Should you keep or toss food after its expiration date? Here’s how to decide.
Almost every food these days has some type of expiration date listed on the packaging. But do you know how these dates are determined? What do the different expiration dates mean? And whether you really need to follow them? Here are the answers to those questions.
How are expiration dates determined?
There are no standardized methods or regulations in the U.S. for determining expiration dates for foods. Some states require some type of date on perishable foods but do not regulate how those dates are calculated. The dates are determined by the food manufacturers. In many cases, you can eat food after the date on the package.
What do different expiration dates mean?
Here is a rundown of dates you may see on the packaging and what they really mean:
- Use By: This has nothing to do with the safety of the food. It is a suggested date indicating when food should be eaten by. If the date has passed, it doesn’t mean you will get sick from it. Just evaluate the quality of the food before deciding whether to eat it or throw it away.
- Best If Used By: This is also not a safety date. It is a suggestion of when the quality and taste of food is at its best. You can usually eat food well past this date.
- Freeze By: This is also a date referring to the peak quality of food. It’s a recommendation that if you’re not going to eat the food by this date, you should freeze it to maintain quality.
- Sell By: This date is related to when stores should take food off the shelves for purchase. You can still store the food in your own home after this date.
How do you know if you can ignore an expiration date?
According to the USDA’s Food Safety and Inspection Service (FSIS), many foods can be consumed past their expiration dates unless you see signs that the food has spoiled. They recommend that you let your senses be your guide to determine if a food is no longer okay to eat. Does it smell funny? Taste off? Look odd? Have a strange texture? These are questions to ask yourself before deciding whether to eat or throw food away. The one exception to this rule is infant formula, which should always be thrown away if the expiration date has passed.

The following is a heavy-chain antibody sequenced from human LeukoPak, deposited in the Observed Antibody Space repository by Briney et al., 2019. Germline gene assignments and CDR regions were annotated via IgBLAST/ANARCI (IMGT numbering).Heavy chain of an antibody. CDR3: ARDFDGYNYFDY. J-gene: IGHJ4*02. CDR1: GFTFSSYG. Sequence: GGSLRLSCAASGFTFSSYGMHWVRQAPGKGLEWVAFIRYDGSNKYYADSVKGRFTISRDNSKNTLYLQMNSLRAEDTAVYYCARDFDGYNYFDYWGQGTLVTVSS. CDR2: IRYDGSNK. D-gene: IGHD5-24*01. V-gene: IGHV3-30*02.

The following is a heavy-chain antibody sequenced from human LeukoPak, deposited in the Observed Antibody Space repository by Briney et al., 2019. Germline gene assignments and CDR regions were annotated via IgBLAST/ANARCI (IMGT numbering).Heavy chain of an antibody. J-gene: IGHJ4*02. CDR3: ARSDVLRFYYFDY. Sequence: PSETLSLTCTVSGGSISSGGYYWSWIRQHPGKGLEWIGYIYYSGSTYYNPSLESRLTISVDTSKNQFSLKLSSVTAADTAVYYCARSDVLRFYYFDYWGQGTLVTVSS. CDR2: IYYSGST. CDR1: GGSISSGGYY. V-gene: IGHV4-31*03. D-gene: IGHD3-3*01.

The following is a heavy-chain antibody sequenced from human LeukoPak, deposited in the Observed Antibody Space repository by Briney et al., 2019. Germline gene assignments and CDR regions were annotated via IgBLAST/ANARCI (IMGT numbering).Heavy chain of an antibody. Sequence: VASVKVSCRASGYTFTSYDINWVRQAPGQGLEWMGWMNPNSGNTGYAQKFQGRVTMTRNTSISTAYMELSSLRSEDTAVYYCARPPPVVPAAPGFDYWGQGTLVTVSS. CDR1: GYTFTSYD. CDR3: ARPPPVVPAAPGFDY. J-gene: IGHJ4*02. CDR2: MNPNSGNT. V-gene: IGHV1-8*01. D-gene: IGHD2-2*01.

So, when should you throw food out?
Often the decision to throw food out is based more on quality and taste than safety. According to the USDA, bacteria that cause food poisoning doesn’t grow in the freezer, so frozen foods are typically safe to eat. They may not taste as good after a while, but won’t make you sick. The organization also suggests that most canned and packaged foods will stay safe past the dates on the package, although taste and quality will start to deteriorate.
If perishable food is past its expiration date, let your senses be your guide to determine if food is still safe to eat. But if perishable foods that should be refrigerated have been at room temperature for more than two hours (or less if the temperature is over 90oF), they should be thrown out because bacteria may have a chance to grow that can make you sick.
“Many foods are safe to consume after their expiration date if they are handled and stored properly. Store all perishable foods at less than 40 degrees F and make sure to throw away any of these foods that are left at room temperature for more than 2 hours. You must always thaw and cook all food properly and do not keep leftovers for more than 3-4 days in the refrigerator. For all foods, make sure not to consume them if they look, smell, or taste off.”
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Date Last Reviewed: April 21, 2023
Editorial Review: Andrea Cohen, Editorial Director, Baldwin Publishing, Inc. Contact Editor
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